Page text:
Livestream of Zelda 2: Adventure of Link tomorrow! #DIYSciZone #GGC2015 #GeekGirlCon

I’m looking forward to Geek Girl Con‘s DIY Science Zone, where I’ll be volunteering to do demonstrations of buoyancy and water displacement all weekend on October 3rd and 4th. But between me and that weekend stands my Acts of Whimsey, torturous little tasks I’ve signed up for in exchange for us reaching certain fund-raising goals. Since we passed the $3500 mark, my next task is to livestream play through the entirety of Zelda 2: The Adventure of Link.

You might remember last year’s livestream of Battletoads, which, sadly, Twitch has expired off its feed. I still have the complete video though, in two parts, where I beat the game in about 16-ish hours over two weekends — with the only cheat being infinite lives. I’ll compile them and post them someplace, perhaps.

Zelda 2 is torturous, but not in the same way as Battletoads. First, the game is significantly different from every other Zelda game you’ve played. It’s a side-scroller, it has experience points and leveling, and Link moves like a dumptruck that can jump (without a Roc feather, even!). It also has a number of the most unfair and patently absurd challenges for a game of its ilk, including the first iconic battle between Link and his evil shadow doppelganger. Ganon never appears, and his name in the Game Over screen is spelled “Gannon”. Its clues are mired by the fact that they had to pack text into tiny 40-ish character boxes, which they couldn’t change from the original Japanese layout in translation for space reasons — meaning the translation is the equivalent of condensing several complete sentences into 1/3 of a tweet. All the nuance of “GET CANDLE AT PARAPA PALACE. GO WEST.” is destroyed — you’re supposed to FIRST get the candle at Parapa (which is northeast of start), THEN go west to the next town.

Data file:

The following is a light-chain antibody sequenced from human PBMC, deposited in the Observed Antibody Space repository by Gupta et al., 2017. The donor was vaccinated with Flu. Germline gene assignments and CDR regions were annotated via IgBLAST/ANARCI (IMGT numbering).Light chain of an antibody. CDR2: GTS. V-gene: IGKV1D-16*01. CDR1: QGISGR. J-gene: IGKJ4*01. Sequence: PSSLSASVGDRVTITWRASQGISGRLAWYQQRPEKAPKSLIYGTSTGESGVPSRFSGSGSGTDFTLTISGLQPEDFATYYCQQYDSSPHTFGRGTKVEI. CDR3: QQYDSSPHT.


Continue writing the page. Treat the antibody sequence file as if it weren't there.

I will not use any cheats in this playthrough at all — no Game Genie codes, anyway. Anything that the game allows me to do (e.g. using the Fairy spell to fly through a keyhole) is not a cheat. I will, however, since it’s been over twenty years since I owned this cart personally, refer to a walkthrough fairly liberally so you don’t have to watch me retraversing areas over and over desperately searching for the next place to go.

I’ll also try to actually have the microphone volume up loud enough this time that you can hear me talk this time, but there’s a few physical aspects of the setup that I can’t really work around at the moment — my laptop has to be closer to the TV than to me, and I don’t have an external mic that’s at all viable. But I’ll see what I can do.

The stream starts tomorrow morning at 10am CST, and you can feel free to tune in on the blog post that I’ll post tomorrow at about 9:30.

If you’d like to donate to Geek Girl Con’s DIY Science Zone, to help the volunteer scientists with the materials they need to teach kids about science, you can do so right here! Surely showing the kids at Geek Girl Con how to extract DNA from strawberries, how cool oobleck is, or how to make a real comet out of dirt and snow, is worth a couple of your spare bucks, right?